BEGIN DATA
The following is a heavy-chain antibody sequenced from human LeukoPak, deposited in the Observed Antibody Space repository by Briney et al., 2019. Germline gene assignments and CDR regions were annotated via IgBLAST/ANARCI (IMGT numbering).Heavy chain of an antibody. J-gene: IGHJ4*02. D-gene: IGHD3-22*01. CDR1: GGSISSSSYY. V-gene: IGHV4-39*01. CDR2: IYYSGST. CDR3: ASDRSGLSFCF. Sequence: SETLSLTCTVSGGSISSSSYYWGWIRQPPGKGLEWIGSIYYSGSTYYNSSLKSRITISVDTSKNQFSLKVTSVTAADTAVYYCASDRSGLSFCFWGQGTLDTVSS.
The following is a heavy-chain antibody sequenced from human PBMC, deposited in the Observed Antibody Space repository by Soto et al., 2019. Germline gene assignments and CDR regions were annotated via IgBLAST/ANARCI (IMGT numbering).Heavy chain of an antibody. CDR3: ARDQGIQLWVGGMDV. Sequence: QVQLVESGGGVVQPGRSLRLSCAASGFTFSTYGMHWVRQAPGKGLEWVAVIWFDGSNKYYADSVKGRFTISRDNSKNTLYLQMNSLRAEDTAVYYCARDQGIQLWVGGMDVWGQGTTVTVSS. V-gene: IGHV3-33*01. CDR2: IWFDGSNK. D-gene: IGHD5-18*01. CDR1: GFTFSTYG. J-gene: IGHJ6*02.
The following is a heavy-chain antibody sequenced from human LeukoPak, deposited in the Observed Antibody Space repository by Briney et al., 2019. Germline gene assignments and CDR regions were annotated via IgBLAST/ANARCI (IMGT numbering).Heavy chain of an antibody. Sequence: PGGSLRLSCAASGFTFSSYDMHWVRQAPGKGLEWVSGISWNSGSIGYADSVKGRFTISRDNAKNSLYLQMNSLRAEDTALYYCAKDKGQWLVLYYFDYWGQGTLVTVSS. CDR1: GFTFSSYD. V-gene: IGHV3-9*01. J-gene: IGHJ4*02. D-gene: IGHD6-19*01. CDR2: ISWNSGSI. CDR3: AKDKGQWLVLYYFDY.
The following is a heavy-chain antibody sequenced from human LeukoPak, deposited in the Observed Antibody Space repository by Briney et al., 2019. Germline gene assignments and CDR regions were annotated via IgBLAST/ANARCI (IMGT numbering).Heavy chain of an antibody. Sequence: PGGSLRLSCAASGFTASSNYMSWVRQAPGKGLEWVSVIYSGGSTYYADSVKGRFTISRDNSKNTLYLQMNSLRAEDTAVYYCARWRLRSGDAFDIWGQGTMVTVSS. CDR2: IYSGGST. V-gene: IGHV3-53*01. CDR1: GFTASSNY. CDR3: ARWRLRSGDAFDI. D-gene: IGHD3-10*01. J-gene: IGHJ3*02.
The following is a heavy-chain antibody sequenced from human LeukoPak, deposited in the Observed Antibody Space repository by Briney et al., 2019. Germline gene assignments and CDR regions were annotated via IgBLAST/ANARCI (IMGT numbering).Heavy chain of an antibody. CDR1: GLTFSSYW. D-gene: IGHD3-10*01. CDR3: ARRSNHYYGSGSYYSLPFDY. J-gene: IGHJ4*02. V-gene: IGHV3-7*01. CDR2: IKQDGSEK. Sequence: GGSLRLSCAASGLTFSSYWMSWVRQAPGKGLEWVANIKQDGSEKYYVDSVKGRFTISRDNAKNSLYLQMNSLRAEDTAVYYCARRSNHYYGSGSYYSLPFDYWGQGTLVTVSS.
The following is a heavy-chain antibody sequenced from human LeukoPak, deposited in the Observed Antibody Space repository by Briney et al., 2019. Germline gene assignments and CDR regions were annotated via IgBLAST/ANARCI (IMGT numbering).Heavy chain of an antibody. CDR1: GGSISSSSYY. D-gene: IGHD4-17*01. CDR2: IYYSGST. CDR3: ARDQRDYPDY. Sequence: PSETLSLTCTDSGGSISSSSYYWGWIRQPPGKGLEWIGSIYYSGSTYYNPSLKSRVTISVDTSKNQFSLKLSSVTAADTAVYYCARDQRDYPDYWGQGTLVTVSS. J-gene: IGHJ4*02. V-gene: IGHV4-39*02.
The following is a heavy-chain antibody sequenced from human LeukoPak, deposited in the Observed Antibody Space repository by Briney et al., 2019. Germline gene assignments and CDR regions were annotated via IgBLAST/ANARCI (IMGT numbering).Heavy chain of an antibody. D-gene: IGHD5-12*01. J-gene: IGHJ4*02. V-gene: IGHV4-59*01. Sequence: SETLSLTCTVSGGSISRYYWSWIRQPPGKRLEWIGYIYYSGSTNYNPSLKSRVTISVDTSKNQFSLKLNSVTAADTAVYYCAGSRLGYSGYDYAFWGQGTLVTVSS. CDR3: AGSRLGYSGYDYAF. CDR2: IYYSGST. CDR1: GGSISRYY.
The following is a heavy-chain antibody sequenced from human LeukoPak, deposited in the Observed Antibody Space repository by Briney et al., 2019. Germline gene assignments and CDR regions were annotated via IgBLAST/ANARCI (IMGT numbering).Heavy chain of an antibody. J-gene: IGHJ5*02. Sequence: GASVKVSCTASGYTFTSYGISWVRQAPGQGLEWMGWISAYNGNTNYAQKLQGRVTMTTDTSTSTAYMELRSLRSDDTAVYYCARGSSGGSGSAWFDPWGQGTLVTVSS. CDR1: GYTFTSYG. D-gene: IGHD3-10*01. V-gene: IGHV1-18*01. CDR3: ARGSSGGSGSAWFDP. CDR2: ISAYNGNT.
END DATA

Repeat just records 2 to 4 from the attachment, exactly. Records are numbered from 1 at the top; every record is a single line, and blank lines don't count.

The following is a heavy-chain antibody sequenced from human PBMC, deposited in the Observed Antibody Space repository by Soto et al., 2019. Germline gene assignments and CDR regions were annotated via IgBLAST/ANARCI (IMGT numbering).Heavy chain of an antibody. CDR3: ARDQGIQLWVGGMDV. Sequence: QVQLVESGGGVVQPGRSLRLSCAASGFTFSTYGMHWVRQAPGKGLEWVAVIWFDGSNKYYADSVKGRFTISRDNSKNTLYLQMNSLRAEDTAVYYCARDQGIQLWVGGMDVWGQGTTVTVSS. V-gene: IGHV3-33*01. CDR2: IWFDGSNK. D-gene: IGHD5-18*01. CDR1: GFTFSTYG. J-gene: IGHJ6*02.
The following is a heavy-chain antibody sequenced from human LeukoPak, deposited in the Observed Antibody Space repository by Briney et al., 2019. Germline gene assignments and CDR regions were annotated via IgBLAST/ANARCI (IMGT numbering).Heavy chain of an antibody. Sequence: PGGSLRLSCAASGFTFSSYDMHWVRQAPGKGLEWVSGISWNSGSIGYADSVKGRFTISRDNAKNSLYLQMNSLRAEDTALYYCAKDKGQWLVLYYFDYWGQGTLVTVSS. CDR1: GFTFSSYD. V-gene: IGHV3-9*01. J-gene: IGHJ4*02. D-gene: IGHD6-19*01. CDR2: ISWNSGSI. CDR3: AKDKGQWLVLYYFDY.
The following is a heavy-chain antibody sequenced from human LeukoPak, deposited in the Observed Antibody Space repository by Briney et al., 2019. Germline gene assignments and CDR regions were annotated via IgBLAST/ANARCI (IMGT numbering).Heavy chain of an antibody. Sequence: PGGSLRLSCAASGFTASSNYMSWVRQAPGKGLEWVSVIYSGGSTYYADSVKGRFTISRDNSKNTLYLQMNSLRAEDTAVYYCARWRLRSGDAFDIWGQGTMVTVSS. CDR2: IYSGGST. V-gene: IGHV3-53*01. CDR1: GFTASSNY. CDR3: ARWRLRSGDAFDI. D-gene: IGHD3-10*01. J-gene: IGHJ3*02.